Last year, I interviewed historian Thomas Zimmer, who focuses on the history of democracy. He articulated a broad struggle of the type that President Biden has often spoken of, pitting democracy against authoritarianism (precisely how Biden framed the invasion of Russia last week). But Zimmer went further: the current political moment in the United States is not simply about democracy versus autocracy, as played out on Capitol Hill on January 6, but inextricably pluralistic democracy, a democracy in which a diverse set of interests compete fairly and seriously for power through free elections. The increase in political power among black, Hispanic, Asian, American women and gay Americans does not mean that white American men no longer represent a plurality, but it does mean that the power this group once enjoyed is now a power more often contested. . Hence the scale of the fight, hence the emphasis on “protecting” the election – and thus the way the global far right has taken interest in what is happening here.
“I think the United States is becoming the most advanced and acute test of whether or not it is even possible to erect a stable, multiracial, pluralistic democracy, or whether the country will remain a white Christian nation defined by white Christians,” Zimmer said. . “I think it’s become kind of a test case of world historic significance.”
This framing corresponds perfectly to Fuentes’ position: he acclaims Russia as a homogenous, then as aggressors against a young democracy. The two intertwine.
Consider other right-wing voices who have praised or defended Putin in recent days. There’s Trump himself, of course, who repeatedly described Putin as “clever,” including in his lengthy tirade at the Conservative Political Action Conference (CPAC) on Saturday. What else did Trump advocate during this speech? Well, he once again denigrated those who come to the country, saying that “our country is poisoned from within”.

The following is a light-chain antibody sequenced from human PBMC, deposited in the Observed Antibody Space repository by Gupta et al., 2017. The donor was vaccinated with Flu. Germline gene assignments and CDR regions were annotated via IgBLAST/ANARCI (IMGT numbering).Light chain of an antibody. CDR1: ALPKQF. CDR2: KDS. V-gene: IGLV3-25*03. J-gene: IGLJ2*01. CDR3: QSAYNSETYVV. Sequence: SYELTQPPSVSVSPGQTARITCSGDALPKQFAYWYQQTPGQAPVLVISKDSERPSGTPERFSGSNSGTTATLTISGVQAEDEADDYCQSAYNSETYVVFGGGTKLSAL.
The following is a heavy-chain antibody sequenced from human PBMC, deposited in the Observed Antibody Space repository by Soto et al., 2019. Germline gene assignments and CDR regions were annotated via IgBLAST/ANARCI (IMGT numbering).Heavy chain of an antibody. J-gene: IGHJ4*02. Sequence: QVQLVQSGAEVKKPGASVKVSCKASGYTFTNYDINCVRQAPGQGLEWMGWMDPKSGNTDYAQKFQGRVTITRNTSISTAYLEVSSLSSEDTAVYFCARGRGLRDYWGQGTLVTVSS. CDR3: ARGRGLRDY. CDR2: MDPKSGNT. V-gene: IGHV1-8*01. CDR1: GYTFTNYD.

Or consider Tucker Carlson, who for days before the invasion defended Putin’s alleged motives. At one point last week, he wondered aloud on his Fox News show why Democrats “want you to hate Putin.”
“Did Putin send all the middle-class jobs in your town to Russia? he asked, capturing that first concrete meaning of “America first.” And then, two sentences later: “Does it teach your children to accept racial discrimination?”
Still later, he informed viewers who they “should be mad at”, including people “who call you racist” and those who “allow your country to be polluted and invaded”. In the past, Carlson has embraced the racist idea that the left intentionally drives immigration to dilute the power of white Americans. He also praised Hungary’s increasingly autocratic leader for taking a hard line on immigration in the service of nationalism.
Putin’s defenders in his fight against democracy are those who denigrate America’s diversity again and again.
Last year, Rep. Marjorie Taylor Greene (R-Ga.) was among a small group of right-wing lawmakers who floated the idea of a political action committee adopting “America First” as a name. The proposed platform included specific articulations of the need to uphold the country’s “unique Anglo-Saxon political traditions”. He argued for an infrastructure that “reflects the architectural, technical and aesthetic value befitting the offspring of European architecture”.
Before long, those who considered signing were forced to withdraw. While Greene had been identified as a participant by several colleagues, her team insisted that she had not “approved or accepted” the document that circulated.
On Friday, Greene undermined the idea that she was standing aside from the rhetoric included in the platform: she was the surprise guest speaker at Fuentes’ conference. Condemnation came quickly, including from her own party, and she later claimed not having been aware of past comments by Fuentes and his organization. But, of course, she has her own proven track record of amplifying far-right conspiracy theories and rhetoric.
During his speech at CPAC, Trump praises Greene. Fuentes responded on Telegram.
“After a day of vicious attacks on Marjorie Taylor Greene for speaking at AFPAC last night, Donald Trump is giving her a shout out and an endorsement from CPAC’s main stage,” he wrote. He speculated that Trump might attend his group’s America First conference next year or the year after.
Given the band’s position in the struggle between pluralist democracy and autocracy, it’s not hard to see this happening.